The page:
The original recipe was from Lee Drummond, but she added zucchini, and even though I have it over-growing in my garden, it did not appeal to me in this dish.
BTW my husband loved it. I served it with baby carrots, so he was a happy husband.
Going to make this tonight for dinner. I will post my photo later, for a comparison.
2 big handfuls fresh cilantro leaves, finely chopped
1/2 jalapeno, sliced
1 teaspoon grated fresh ginger
1 garlic clove, grated
2 limes, juiced
2 tablespoons soy sauce
Sea salt and freshly ground black pepper
1/4 cup extra-virgin olive oil
1 (6-ounce) block sushi-quality tuna
1 ripe avocado, halved, peeled, pitted, and sliced
- In a mixing bowl, combine the cilantro, jalapeno, ginger, garlic, lime juice, soy sauce, sugar, salt, pepper, and 2 tablespoons of olive oil. Stir the ingredients together until well incorporated.
- Place a skillet over medium-high heat and coat with the remaining 2 tablespoons of olive oil. Season the tuna generously with salt and pepper. Lay the tuna in the hot oil and sear for 1 minute on each side to form a slight crust. Pour 1/2 of the cilantro mixture into the pan to coat the fish. Serve the seared tuna with the sliced avocado and the remaining cilantro sauce drizzled over the whole plate.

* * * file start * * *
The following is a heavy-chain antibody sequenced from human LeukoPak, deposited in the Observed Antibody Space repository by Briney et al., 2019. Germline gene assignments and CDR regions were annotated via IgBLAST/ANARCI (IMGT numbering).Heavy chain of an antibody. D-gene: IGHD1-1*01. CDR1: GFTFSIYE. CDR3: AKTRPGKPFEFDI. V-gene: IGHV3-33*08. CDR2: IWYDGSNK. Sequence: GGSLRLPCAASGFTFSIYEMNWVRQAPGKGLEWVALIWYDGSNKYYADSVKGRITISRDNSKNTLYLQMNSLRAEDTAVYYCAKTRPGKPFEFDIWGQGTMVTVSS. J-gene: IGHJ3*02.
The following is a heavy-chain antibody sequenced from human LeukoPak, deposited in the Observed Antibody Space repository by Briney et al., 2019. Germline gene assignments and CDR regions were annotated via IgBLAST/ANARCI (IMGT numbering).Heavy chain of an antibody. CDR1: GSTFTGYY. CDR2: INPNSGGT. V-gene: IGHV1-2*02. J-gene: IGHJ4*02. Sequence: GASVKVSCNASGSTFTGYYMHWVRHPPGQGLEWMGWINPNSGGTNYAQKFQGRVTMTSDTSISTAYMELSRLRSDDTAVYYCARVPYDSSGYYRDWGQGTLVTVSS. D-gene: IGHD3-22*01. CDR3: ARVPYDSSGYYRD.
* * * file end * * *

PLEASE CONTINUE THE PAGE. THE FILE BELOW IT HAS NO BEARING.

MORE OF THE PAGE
Preheat the oven to 400 degrees.
Wrap the beets individually in aluminum foil and place them on a sheet pan. Roast them for 50 minutes to 1 hour, depending on their size, until a small sharp knife inserted in the middle indicates that they are tender. Unwrap each beet and set aside for 10 minutes, until cool enough to handle. Peel the beets with a small, sharp knife over a piece of parchment paper to prevent staining your cutting board.
Meanwhile, whisk together the vinegar, olive oil, mustard, 2 teaspoons salt, and 1 teaspoon pepper and set aside. While the beets are still warm, cut each one in half and then each half into 4 to 6 wedges and place them in a large mixing bowl. As you’re cutting the beets, toss them with half of the vinaigrette (warm beets absorb more vinaigrette), 1 teaspoon salt, and 1/4 teaspoon pepper. Taste for seasonings.
Place the arugula in a separate bowl and toss it with enough vinaigrette to moisten. Put the arugula on a serving platter and then arrange the beets, almonds, and goat cheese on top. Drizzle with additional vinaigrette, if desired, sprinkle with salt and pepper, and serve warm or at room temperature.